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|Ruhr-Universitaet Bochum, Germany|
|ScientificTracks Abstracts: Med chem|
|Polyketides are among the most important natural products used in modern medicine for the treatment of different conditions, from bacterial infections to cancer. Their structures bristle with complex redox patterns and stereochemical information and render them challenging and at the same time rewarding synthesis targets. More than 80% of all polyketide require derivatization to adjust them to the pharmaceutical application, which is highly demanding due to the structural complexity. Established derivatization strategies comprise partial synthesis and in few cases the total synthesis of natural product analogs; both approaches are in many cases complicated and costly which limits their acceptance in modern pharmaceutical R&D. Hence, we decided to develop alternative strategies that merge the flexibility of organic synthesis with the highly-efficient biosynthetic capability in generating molecular complexity. Small building blocks, analogous to polyketide biosynthetic pathways, are synthesized and supplied to the biosynthetic machinery of polyketide-producing bacteria. The result is the chemo-microbial synthesis of focused natural product libraries, yielding new compounds with interesting biological activities that are otherwise not efficiently accessible. The involved enzymes require enzyme-engineering to alter the substrate profile. They show complete enantiospecificicity, enabling the racemic synthesis of small building blocks as the enzymatic machinyer performs an in situ racemate resolution. The overall process yields stereochemically pure polyketide derivatives with up to 17 stereogenic centres. The talk will show the biosynthetic multi-step cascade towards polyletide natural products and show their potential as a toolbox for organic synthesis and medicinal chemistry.|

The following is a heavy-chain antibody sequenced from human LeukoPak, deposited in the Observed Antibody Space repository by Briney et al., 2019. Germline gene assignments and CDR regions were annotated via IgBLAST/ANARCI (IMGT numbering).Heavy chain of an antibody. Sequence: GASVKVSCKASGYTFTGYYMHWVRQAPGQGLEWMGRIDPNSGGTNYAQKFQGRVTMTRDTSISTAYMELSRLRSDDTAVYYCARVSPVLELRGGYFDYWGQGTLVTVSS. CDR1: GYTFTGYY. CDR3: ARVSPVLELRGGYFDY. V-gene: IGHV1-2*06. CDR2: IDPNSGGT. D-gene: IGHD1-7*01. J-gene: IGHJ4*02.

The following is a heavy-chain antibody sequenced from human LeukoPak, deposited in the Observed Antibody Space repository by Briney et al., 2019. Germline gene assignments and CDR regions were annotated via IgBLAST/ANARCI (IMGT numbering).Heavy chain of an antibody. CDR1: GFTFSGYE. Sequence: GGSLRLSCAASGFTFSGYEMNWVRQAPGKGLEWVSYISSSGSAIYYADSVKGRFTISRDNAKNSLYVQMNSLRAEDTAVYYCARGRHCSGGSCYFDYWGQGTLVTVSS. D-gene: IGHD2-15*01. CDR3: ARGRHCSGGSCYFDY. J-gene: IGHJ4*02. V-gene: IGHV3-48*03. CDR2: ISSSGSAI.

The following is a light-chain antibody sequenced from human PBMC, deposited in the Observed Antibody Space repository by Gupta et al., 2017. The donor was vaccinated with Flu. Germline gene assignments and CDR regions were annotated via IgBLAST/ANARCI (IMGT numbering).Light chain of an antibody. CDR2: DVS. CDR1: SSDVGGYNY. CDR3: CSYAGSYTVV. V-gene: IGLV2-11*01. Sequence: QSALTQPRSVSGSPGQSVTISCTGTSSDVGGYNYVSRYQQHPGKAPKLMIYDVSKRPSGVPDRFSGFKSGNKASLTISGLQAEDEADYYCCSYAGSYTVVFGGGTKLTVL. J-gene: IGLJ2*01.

Frank Schulz has completed his PhD in 2007 with a thesis at the Max-Planck-Institute of Coal Research under supervision of Manfred T. Reetz and pursued postdoctoral studies at Cambridge University in the laboratory of Peter F. Leadlay. From 2009 on he was Beilstein Professor of Organic Chemistry at the TU Dortmund. Since 2013, he is professor of organic chemistry at the Ruhr University Bochum, synthesizing natural product derivatives using a variety of techniques from organic synthesis and biochemistry.
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